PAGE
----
Tuesday, September 14, 2010

"Rosie the Riveters" in our family

During the early years of World War II (1942?) my mother and my aunt, both named Dorothy worked at the Watervelit Arsenal in Watervelit, NY.  They worked as, what has come to be called,  "Rose the Riveters".  While men were all on the war front in the Pacific, Africa, and Europe, women filled the labor gap in our nation's arsenals where military weapons were manufactured.

My cousin, also a  Dorothy, wrote a beautiful story about her mother during that time of her life.  Our cousin has generously offered to share her story on this blog......Click on the pictures to enlarge the page and you will be able to read it clearly.

and drumroll......our cousin's story about her mother..

Here is a picture of our mothers together (with one other unidentified Rosie) that may have been taken on the grounds of the Watervelit Arsenal

Aunt Dorothy told me that she was very, very good at her job and was swiftly promoted to a more demanding position where she had to be very careful not to "contaminate" the materials with random dust particles.  She was the right person for that job because she was very exacting and precise in her work- and it showed!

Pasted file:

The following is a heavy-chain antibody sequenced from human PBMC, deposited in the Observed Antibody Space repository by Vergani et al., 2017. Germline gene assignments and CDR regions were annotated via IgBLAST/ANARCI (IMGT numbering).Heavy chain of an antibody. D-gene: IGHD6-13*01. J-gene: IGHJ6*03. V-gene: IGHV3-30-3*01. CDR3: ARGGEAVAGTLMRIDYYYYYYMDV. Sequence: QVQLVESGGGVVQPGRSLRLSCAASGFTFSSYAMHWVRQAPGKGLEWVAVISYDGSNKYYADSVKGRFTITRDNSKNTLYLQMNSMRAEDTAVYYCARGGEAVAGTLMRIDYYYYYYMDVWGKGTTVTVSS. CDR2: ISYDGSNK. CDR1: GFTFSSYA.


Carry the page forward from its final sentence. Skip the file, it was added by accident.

Posters, currently on display at the Watervelit Arsenal,  depicting the war effort on the home front and the war front.

The entrance to the Watervelit Arsenal in the 1950s and 1960s

1 comment:

  1. Mary Beth, what a great blog tribute to our mothers - the two Dorothys who were also sisters-in-law - who did their patriotic part during WWII to help on the homefront by working as "Rosies" in the Watervliet Arsenal. These ladies certainly brought to life the iconic Rosie's words, "We can do it!" Thank you for posting Mom's story! I know Mom was always very proud of the work she did at the arsenal...and I am so proud to be her daughter (and namesake!) and a "Rosebud," as I know you are. I loved hearing all of Mom's stories while growing up, which she has also shared along the years with my daughter Jennifer Dorothy. Our favorite ones are about the one true love of her life, my Dad, and her days working at the Watervliet Arsenal. ~Cousin Dorothy